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Managing uncomplicated diabetes

Starting regulation

Two types of patients can be categorized as uncomplicated:

  1. Dogs presented to the veterinarian after the owner has noted the appearance of clinical signs without general deterioration (no diabetic ketoacidosis, or DKA). These cases are not emergencies, although dogs without cataracts should be treated diligently to try to avoid this complication.
  2. Dogs that after initial presentation with DKA and successful treatment, are generally stable and without ketonuria.

During consultation:

  • Perform a thorough examination and weigh the patient.
  • Evaluate lab work, including complete blood count, urinalysis (including sediment examination), and serum biochemistry profile (including T4).
  • Rule out hypothyroidism, renal failure, inflammatory bowel disease, pancreatitis and exocrine pancreatic insufficiency, hyperadrenocorticism, growth hormone excess or acromegaly, neoplasia, and hepatic disease.

When health status is known and diabetes mellitus confirmed:

  • Thoroughly explain that with diabetes mellitus, achieving regulation may take time (up to 1 to 2 months) and what the implications are for the dog owner and family. Make sure the owner understands the therapy involved and that the dog should be able to live a happy, healthy life with consistent management. (This is crucial, as complete cooperation of the owner is essential to the success of the therapy.)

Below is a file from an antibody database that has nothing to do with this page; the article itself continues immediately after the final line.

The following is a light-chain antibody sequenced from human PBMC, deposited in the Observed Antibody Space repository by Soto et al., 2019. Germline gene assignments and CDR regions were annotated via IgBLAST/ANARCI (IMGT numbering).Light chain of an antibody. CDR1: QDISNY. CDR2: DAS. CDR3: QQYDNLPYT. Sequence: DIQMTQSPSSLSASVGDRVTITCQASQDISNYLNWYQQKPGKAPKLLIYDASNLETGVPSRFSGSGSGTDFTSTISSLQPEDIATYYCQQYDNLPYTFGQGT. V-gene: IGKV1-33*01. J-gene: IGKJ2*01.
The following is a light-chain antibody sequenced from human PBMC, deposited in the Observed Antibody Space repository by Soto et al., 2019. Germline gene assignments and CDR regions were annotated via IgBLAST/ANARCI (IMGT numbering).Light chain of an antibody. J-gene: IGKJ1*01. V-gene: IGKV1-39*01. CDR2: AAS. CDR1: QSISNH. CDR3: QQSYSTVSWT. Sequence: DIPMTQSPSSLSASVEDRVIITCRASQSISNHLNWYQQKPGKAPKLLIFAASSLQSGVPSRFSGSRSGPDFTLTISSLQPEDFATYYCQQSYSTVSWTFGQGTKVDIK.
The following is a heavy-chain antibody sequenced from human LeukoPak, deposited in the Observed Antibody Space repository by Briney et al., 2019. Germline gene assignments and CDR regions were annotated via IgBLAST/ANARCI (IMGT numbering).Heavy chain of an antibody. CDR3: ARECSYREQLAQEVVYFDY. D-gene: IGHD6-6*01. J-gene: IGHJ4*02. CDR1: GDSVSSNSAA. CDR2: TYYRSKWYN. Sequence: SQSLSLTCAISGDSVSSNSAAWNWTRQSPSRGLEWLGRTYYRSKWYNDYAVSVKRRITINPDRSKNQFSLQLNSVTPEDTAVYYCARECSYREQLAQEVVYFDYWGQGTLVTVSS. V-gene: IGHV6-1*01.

• Treat existing infections or illnesses (many diseases will affect insulin metabolism).
  • Introduce an appropriate diet.
  • Begin therapy with Vetsulin® (porcine insulin zinc suspension).

Initial therapy with Vetsulin:

In-clinic:

  • Establish a starting dose.
  • Hospitalize for the day to verify the starting dose does not cause hypoglycemia.
  • Instruct dog owner on:
    • Injection technique.
    • How to identify and treat hypoglycemia if it occurs.
  • Send pet home for 1 week; allow the owner and dog to become accustomed to injections (some practitioners may prefer to do the initial regulation in-clinic).

At home:

  • Owner should monitor and record daily water and food consumption.
  • Owner should monitor and record daily urine glucose and ketone bodies.
  • Owner should maintain starting dose and frequency of administration for the entire week.
  • Owner should watch for signs of hypoglycemia.

After 1 week: In-clinic re-evaluation:

  • Verify adequate injection technique.
  • Evaluate dog owner's monitoring of clinical signs and glucosuria.
  • Weigh the patient.
  • Evaluate glycemia via glucose curve or punctual blood glucose evaluations.
  • Increase insulin dose if necessary, according to clinical signs and/or glycemia values. An interval of 5 to 7 days between dosage increments is ideal. Less than that can lead to Somogyi overswing.

Regulation:

  • Repeat procedures listed above at regular intervals until clinical signs and body weight are satisfactory.
  • When regulation is achieved (no clinical signs; satisfied owners), it is suggested to schedule rechecks every 2 to 4 months:
    • Perform a complete physical examination.
    • Revise home monitoring if necessary.
    • Evaluate glycemia if necessary (eg, glucose curve, fructosamine).

If there is a problem:

If clinical signs resume, fructosamine levels are not satisfactory, and/or there is deterioration of overall health, causes must be identified.

  • Perform a complete physical exam.
  • Recheck:
    • Injection technique and insulin quality control.
    • Feeding and exercise.
    • Environment of the patient (recent changes).
  • Perform a glucose curve.
  • Evaluate complete blood count, urinalysis (including sediment examination) and serum biochemistry profile (including T4).
  • Additional testing procedures may be required. Diabetic dogs may develop other concurrent diseases or infections that will interfere with insulin effect.
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